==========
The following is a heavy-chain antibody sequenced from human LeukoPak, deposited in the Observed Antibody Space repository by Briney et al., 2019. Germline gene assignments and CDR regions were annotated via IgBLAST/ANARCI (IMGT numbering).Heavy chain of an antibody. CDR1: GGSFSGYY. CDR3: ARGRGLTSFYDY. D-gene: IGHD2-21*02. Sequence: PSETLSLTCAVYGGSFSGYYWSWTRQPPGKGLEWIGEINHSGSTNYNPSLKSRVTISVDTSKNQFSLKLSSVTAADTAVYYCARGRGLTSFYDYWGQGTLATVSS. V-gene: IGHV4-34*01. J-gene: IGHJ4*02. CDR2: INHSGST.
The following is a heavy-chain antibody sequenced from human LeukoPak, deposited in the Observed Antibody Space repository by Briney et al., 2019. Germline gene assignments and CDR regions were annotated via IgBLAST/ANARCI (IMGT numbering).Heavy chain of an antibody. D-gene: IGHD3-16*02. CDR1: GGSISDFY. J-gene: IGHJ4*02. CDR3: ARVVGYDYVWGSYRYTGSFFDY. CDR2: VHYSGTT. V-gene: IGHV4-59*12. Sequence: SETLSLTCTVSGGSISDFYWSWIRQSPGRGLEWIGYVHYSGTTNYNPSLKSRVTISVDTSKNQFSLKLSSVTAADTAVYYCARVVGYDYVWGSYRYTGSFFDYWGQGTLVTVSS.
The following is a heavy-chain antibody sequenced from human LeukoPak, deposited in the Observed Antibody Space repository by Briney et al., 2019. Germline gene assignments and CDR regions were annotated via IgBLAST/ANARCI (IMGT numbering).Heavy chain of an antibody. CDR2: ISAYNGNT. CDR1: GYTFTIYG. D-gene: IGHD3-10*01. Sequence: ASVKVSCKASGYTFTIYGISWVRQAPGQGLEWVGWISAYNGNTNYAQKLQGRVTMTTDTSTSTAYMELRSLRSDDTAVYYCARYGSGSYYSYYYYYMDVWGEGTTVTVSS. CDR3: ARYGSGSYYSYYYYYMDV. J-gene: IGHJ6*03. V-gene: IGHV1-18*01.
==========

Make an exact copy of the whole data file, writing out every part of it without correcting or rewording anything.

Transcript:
The following is a heavy-chain antibody sequenced from human LeukoPak, deposited in the Observed Antibody Space repository by Briney et al., 2019. Germline gene assignments and CDR regions were annotated via IgBLAST/ANARCI (IMGT numbering).Heavy chain of an antibody. CDR1: GGSFSGYY. CDR3: ARGRGLTSFYDY. D-gene: IGHD2-21*02. Sequence: PSETLSLTCAVYGGSFSGYYWSWTRQPPGKGLEWIGEINHSGSTNYNPSLKSRVTISVDTSKNQFSLKLSSVTAADTAVYYCARGRGLTSFYDYWGQGTLATVSS. V-gene: IGHV4-34*01. J-gene: IGHJ4*02. CDR2: INHSGST.
The following is a heavy-chain antibody sequenced from human LeukoPak, deposited in the Observed Antibody Space repository by Briney et al., 2019. Germline gene assignments and CDR regions were annotated via IgBLAST/ANARCI (IMGT numbering).Heavy chain of an antibody. D-gene: IGHD3-16*02. CDR1: GGSISDFY. J-gene: IGHJ4*02. CDR3: ARVVGYDYVWGSYRYTGSFFDY. CDR2: VHYSGTT. V-gene: IGHV4-59*12. Sequence: SETLSLTCTVSGGSISDFYWSWIRQSPGRGLEWIGYVHYSGTTNYNPSLKSRVTISVDTSKNQFSLKLSSVTAADTAVYYCARVVGYDYVWGSYRYTGSFFDYWGQGTLVTVSS.
The following is a heavy-chain antibody sequenced from human LeukoPak, deposited in the Observed Antibody Space repository by Briney et al., 2019. Germline gene assignments and CDR regions were annotated via IgBLAST/ANARCI (IMGT numbering).Heavy chain of an antibody. CDR2: ISAYNGNT. CDR1: GYTFTIYG. D-gene: IGHD3-10*01. Sequence: ASVKVSCKASGYTFTIYGISWVRQAPGQGLEWVGWISAYNGNTNYAQKLQGRVTMTTDTSTSTAYMELRSLRSDDTAVYYCARYGSGSYYSYYYYYMDVWGEGTTVTVSS. CDR3: ARYGSGSYYSYYYYYMDV. J-gene: IGHJ6*03. V-gene: IGHV1-18*01.